Are you ready? For more information, visit http://www.beready.af.mil or http://www.ready.gov.
USAF Comments Policy
If you wish to comment, use the text box below. AF reserves the right to modify this policy at any time.

This is a moderated forum. That means all comments will be reviewed before posting. In addition, we expect that participants will treat each other, as well as our agency and our employees, with respect. We will not post comments that contain abusive or vulgar language, spam, hate speech, personal attacks, violate EEO policy, are offensive to other or similar content. We will not post comments that are spam, are clearly "off topic", promote services or products, infringe copyright protected material, or contain any links that don't contribute to the discussion. Comments that make unsupported accusations will also not be posted. The AF and the AF alone will make a determination as to which comments will be posted. Any references to commercial entities, products, services, or other non-governmental organizations or individuals that remain on the site are provided solely for the information of individuals using this page. These references are not intended to reflect the opinion of the AF, DoD, the United States, or its officers or employees concerning the significance, priority, or importance to be given the referenced entity, product, service, or organization. Such references are not an official or personal endorsement of any product, person, or service, and may not be quoted or reproduced for the purpose of stating or implying AF endorsement or approval of any product, person, or service.

Any comments that report criminal activity including: suicidal behaviour or sexual assault will be reported to appropriate authorities including OSI. This forum is not:

  • This forum is not to be used to report criminal activity. If you have information for law enforcement, please contact OSI or your local police agency.
  • Do not submit unsolicited proposals, or other business ideas or inquiries to this forum. This site is not to be used for contracting or commercial business.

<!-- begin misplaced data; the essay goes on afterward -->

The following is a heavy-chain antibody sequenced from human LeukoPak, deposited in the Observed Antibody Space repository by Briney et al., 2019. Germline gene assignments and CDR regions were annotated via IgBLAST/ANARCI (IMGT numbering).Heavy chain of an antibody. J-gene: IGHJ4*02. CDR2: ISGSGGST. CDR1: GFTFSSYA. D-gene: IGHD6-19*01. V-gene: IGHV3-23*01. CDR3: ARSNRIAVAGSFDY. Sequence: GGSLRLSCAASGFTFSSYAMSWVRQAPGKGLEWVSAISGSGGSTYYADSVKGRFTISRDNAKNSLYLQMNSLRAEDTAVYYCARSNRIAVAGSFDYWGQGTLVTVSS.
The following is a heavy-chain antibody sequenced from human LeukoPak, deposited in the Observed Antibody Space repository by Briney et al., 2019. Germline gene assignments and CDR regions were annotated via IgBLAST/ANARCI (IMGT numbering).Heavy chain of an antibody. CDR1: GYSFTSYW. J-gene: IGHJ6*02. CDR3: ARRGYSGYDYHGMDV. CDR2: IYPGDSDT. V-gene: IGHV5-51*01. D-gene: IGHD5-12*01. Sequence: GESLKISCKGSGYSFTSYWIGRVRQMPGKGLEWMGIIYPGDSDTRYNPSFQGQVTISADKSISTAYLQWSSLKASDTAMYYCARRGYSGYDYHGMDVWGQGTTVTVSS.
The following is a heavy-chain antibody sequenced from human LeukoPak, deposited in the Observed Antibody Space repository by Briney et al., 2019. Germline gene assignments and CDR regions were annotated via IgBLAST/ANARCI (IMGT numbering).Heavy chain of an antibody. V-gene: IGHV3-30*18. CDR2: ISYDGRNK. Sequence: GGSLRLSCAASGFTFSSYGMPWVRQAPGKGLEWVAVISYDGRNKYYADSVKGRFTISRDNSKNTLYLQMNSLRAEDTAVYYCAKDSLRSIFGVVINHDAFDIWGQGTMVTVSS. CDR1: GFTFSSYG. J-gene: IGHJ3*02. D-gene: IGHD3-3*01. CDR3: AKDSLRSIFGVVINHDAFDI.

• This forum may not be used for the submission of any claim, demand, informal or formal complaint, or any other form of legal and/or administrative notice or process, or for the exhaustion of any legal and/or administrative remedy.

AF does not guarantee or warrant that any information posted by individuals on this forum is correct, and disclaims any liability for any loss or damage resulting from reliance on any such information. AF may not be able to verify, does not warrant or guarantee, and assumes no liability for anything posted on this website by any other person. AF does not endorse, support or otherwise promote any private or commercial entity or the information, products or services contained on those websites that may be reached through links on our website.

Members of the media are asked to send questions to the public affairs through their normal channels and to refrain from submitting questions here as comments. Reporter questions will not be posted. We recognize that the Web is a 24/7 medium, and your comments are welcome at any time. However, given the need to manage federal resources, moderating and posting of comments will occur during regular business hours Monday through Friday. Comments submitted after hours or on weekends will be read and posted as early as possible; in most cases, this means the next business day.

For the benefit of robust discussion, we ask that comments remain "on-topic." This means that comments will be posted only as it relates to the topic that is being discussed within the blog post. The views expressed on the site by non-federal commentators do not necessarily reflect the official views of the AF or the Federal Government.

To protect your own privacy and the privacy of others, please do not include personally identifiable information, such as name, Social Security number, DoD ID number, OSI Case number, phone numbers or email addresses in the body of your comment. If you do voluntarily include personally identifiable information in your comment, such as your name, that comment may or may not be posted on the page. If your comment is posted, your name will not be redacted or removed. In no circumstances will comments be posted that contain Social Security numbers, DoD ID numbers, OSI case numbers, addresses, email address or phone numbers. The default for the posting of comments is "anonymous", but if you opt not to, any information, including your login name, may be displayed on our site.

Thank you for taking the time to read this comment policy. We encourage your participation in our discussion and look forward to an active exchange of ideas.